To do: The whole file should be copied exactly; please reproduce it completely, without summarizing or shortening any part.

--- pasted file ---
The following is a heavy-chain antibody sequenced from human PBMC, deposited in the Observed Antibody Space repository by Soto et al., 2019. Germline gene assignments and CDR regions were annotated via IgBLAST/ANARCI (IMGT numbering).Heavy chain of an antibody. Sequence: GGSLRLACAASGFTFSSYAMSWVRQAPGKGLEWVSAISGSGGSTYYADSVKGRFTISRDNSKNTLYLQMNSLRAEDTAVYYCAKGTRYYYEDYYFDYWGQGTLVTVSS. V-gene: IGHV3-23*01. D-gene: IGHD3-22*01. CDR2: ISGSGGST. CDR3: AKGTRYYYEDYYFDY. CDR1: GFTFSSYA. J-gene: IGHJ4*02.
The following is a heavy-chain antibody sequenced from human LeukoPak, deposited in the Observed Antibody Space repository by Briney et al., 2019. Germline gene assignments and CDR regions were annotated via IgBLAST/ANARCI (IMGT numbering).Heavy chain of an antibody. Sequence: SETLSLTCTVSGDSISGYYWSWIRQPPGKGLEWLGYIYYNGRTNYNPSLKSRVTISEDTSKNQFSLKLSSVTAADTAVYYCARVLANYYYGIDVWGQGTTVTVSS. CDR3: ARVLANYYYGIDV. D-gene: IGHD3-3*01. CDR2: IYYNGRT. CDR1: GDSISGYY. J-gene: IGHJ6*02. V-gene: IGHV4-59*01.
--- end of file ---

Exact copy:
The following is a heavy-chain antibody sequenced from human PBMC, deposited in the Observed Antibody Space repository by Soto et al., 2019. Germline gene assignments and CDR regions were annotated via IgBLAST/ANARCI (IMGT numbering).Heavy chain of an antibody. Sequence: GGSLRLACAASGFTFSSYAMSWVRQAPGKGLEWVSAISGSGGSTYYADSVKGRFTISRDNSKNTLYLQMNSLRAEDTAVYYCAKGTRYYYEDYYFDYWGQGTLVTVSS. V-gene: IGHV3-23*01. D-gene: IGHD3-22*01. CDR2: ISGSGGST. CDR3: AKGTRYYYEDYYFDY. CDR1: GFTFSSYA. J-gene: IGHJ4*02.
The following is a heavy-chain antibody sequenced from human LeukoPak, deposited in the Observed Antibody Space repository by Briney et al., 2019. Germline gene assignments and CDR regions were annotated via IgBLAST/ANARCI (IMGT numbering).Heavy chain of an antibody. Sequence: SETLSLTCTVSGDSISGYYWSWIRQPPGKGLEWLGYIYYNGRTNYNPSLKSRVTISEDTSKNQFSLKLSSVTAADTAVYYCARVLANYYYGIDVWGQGTTVTVSS. CDR3: ARVLANYYYGIDV. D-gene: IGHD3-3*01. CDR2: IYYNGRT. CDR1: GDSISGYY. J-gene: IGHJ6*02. V-gene: IGHV4-59*01.